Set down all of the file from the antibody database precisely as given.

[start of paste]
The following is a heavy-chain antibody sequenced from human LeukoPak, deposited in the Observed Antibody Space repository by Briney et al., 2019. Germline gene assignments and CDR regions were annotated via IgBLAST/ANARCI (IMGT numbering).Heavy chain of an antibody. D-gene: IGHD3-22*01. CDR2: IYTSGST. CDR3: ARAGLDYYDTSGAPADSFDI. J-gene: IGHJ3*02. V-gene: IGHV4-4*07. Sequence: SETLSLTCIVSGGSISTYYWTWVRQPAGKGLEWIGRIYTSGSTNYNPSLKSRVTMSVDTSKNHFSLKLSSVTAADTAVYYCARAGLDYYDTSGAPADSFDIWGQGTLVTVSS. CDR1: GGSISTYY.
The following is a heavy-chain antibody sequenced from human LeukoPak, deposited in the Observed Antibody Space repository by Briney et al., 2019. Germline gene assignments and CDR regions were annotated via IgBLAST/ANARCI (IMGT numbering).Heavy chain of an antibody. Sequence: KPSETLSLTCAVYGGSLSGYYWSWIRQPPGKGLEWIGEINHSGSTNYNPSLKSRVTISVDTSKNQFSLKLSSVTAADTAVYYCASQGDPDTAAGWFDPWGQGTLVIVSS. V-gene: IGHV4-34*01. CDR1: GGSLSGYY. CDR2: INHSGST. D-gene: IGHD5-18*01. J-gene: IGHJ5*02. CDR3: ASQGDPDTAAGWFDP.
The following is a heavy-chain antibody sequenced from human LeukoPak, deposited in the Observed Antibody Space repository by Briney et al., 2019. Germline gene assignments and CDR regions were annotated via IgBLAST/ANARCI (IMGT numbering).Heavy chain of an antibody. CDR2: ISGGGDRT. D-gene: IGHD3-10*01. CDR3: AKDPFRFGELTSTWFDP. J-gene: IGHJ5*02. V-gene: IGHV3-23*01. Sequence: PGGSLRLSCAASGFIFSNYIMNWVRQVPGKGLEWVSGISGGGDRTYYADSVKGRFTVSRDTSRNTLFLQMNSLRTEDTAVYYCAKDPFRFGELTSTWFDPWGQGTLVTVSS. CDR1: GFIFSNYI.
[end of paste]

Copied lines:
The following is a heavy-chain antibody sequenced from human LeukoPak, deposited in the Observed Antibody Space repository by Briney et al., 2019. Germline gene assignments and CDR regions were annotated via IgBLAST/ANARCI (IMGT numbering).Heavy chain of an antibody. D-gene: IGHD3-22*01. CDR2: IYTSGST. CDR3: ARAGLDYYDTSGAPADSFDI. J-gene: IGHJ3*02. V-gene: IGHV4-4*07. Sequence: SETLSLTCIVSGGSISTYYWTWVRQPAGKGLEWIGRIYTSGSTNYNPSLKSRVTMSVDTSKNHFSLKLSSVTAADTAVYYCARAGLDYYDTSGAPADSFDIWGQGTLVTVSS. CDR1: GGSISTYY.
The following is a heavy-chain antibody sequenced from human LeukoPak, deposited in the Observed Antibody Space repository by Briney et al., 2019. Germline gene assignments and CDR regions were annotated via IgBLAST/ANARCI (IMGT numbering).Heavy chain of an antibody. Sequence: KPSETLSLTCAVYGGSLSGYYWSWIRQPPGKGLEWIGEINHSGSTNYNPSLKSRVTISVDTSKNQFSLKLSSVTAADTAVYYCASQGDPDTAAGWFDPWGQGTLVIVSS. V-gene: IGHV4-34*01. CDR1: GGSLSGYY. CDR2: INHSGST. D-gene: IGHD5-18*01. J-gene: IGHJ5*02. CDR3: ASQGDPDTAAGWFDP.
The following is a heavy-chain antibody sequenced from human LeukoPak, deposited in the Observed Antibody Space repository by Briney et al., 2019. Germline gene assignments and CDR regions were annotated via IgBLAST/ANARCI (IMGT numbering).Heavy chain of an antibody. CDR2: ISGGGDRT. D-gene: IGHD3-10*01. CDR3: AKDPFRFGELTSTWFDP. J-gene: IGHJ5*02. V-gene: IGHV3-23*01. Sequence: PGGSLRLSCAASGFIFSNYIMNWVRQVPGKGLEWVSGISGGGDRTYYADSVKGRFTVSRDTSRNTLFLQMNSLRTEDTAVYYCAKDPFRFGELTSTWFDPWGQGTLVTVSS. CDR1: GFIFSNYI.